Corporate storytelling, simplified. What is it, and why do people love stories so much? What are the key ingredients of an engaging narrative, and how can businesses untap the potential of a powerful story?
Humans have been avid storytellers (and story-consumers) since the dawn of society. Well before the first writing systems appeared, storied were created and shared orally or visually (using paintings, incisions, and other forms of graphic representation).
Why do we love stories?
Stories do not only satisfy the human needs for entertainment and sharing.
They also serve as a mean to transmit knowledge, lessons learned, social and cultural values and rules.
Moreover, stories challenge our views and opinions: as we empathise with the characters, we step outside our own shoes and look at profound human emotions and common situations from a different angle.
By making connections between the contents of the story and our own experiences and background, we develop new ideas and broaden our understanding of the inner self.
All with the added value of being in a "safe space" (the narrative), where learning from other people's experiences does no harm.
Recent studies have also shown that reading stories (fiction) fosters inclusiveness and empathy towards others; and that our brain reacts to stories pretty much like it does to real-life situations.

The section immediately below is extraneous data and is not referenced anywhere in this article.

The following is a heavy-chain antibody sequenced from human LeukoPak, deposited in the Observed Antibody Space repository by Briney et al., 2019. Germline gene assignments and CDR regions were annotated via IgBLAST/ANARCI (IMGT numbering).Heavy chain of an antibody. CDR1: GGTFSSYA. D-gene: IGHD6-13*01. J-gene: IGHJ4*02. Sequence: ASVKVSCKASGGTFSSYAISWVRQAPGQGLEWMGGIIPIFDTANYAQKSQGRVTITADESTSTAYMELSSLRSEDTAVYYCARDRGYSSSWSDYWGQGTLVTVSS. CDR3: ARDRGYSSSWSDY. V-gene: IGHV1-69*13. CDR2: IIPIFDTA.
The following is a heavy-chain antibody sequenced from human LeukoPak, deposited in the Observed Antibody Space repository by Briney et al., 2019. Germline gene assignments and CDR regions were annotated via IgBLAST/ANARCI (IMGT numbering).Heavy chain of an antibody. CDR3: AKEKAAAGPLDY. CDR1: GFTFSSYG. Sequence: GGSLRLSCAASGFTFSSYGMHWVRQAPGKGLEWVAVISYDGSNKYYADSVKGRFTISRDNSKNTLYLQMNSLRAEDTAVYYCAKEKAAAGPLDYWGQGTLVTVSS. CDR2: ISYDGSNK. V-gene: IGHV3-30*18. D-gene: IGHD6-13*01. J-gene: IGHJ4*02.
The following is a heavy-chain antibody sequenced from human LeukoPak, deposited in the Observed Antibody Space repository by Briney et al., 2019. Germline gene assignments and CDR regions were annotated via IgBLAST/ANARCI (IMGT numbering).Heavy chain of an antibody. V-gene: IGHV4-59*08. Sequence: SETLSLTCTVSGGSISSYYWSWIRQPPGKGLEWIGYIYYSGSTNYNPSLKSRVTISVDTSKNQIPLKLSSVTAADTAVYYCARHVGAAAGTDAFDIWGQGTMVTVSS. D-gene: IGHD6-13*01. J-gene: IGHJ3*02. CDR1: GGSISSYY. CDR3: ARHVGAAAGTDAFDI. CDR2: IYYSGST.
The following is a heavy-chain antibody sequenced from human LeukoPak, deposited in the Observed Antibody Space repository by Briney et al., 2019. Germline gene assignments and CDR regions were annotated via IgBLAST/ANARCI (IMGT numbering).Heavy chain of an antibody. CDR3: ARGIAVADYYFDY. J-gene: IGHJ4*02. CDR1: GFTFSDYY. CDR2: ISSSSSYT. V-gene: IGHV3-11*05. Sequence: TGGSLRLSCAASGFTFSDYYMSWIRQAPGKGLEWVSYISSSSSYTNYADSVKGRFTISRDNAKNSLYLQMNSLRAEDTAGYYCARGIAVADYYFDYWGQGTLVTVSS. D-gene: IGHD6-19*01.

Looking at it all, it makes no wonder that companies, big and small, are looking at storytelling as a mean to create deeper connections with their audiences and customers.
Business storytelling: a definition
Simplifying, we can define business storytelling (aka corporate storytelling) as the use of business stories to connect with prospects, partners, clients.
Basically, you use your professional story and experiences to deliver information about who's behind your company name, what does your brand stand for, what you achieved so far etcetera.
This form of communication can support your brand identity, foster trust, and promote customer loyalty.
What makes a good story?
Truth is, it all boils down to a few key features:
- a clear theme and message
- a vivid scenario, and strong characters
- a coherent plot.
Corporate storytelling doesn't differ much.
Whether it's business-related or pure fiction, a good story needs to keep readers engaged, speak to the audiences in a language they can understand and relate to, and end with some sort of resolution / bottom line.
There's something else, though. Good business storytelling should be able to answer one simple question: what's in it for me as a customer?
To see how this translates in real life, here's one of the best examples of corporate storytelling I've stumbled on lately.
As you can see, this TV commercial for Western Sydney University (as part of their Unlimited campaign) has it all: an emotional narrative, a clear message, a strong character.
Plus, it manages to drive the message home.
This is what we do. This is what we stand for. This is what's in it for you.
The bottom line
Business storytelling is powerful. It untaps the communication potential of a good story and integrates it in the broader context of brand awareness, marketing, and corporate communication.
Effective business stories are around us, every day. They could be an anecdote about a business experience that changed your views, or a longer narrative that talks your customers through your history and success.
Regardless of their length and individual theme or message, good business stories share the same characteristics we value in other narrative forms. Plus, they clarify what benefits or experience you can offer to your customers, partners, and collaborators.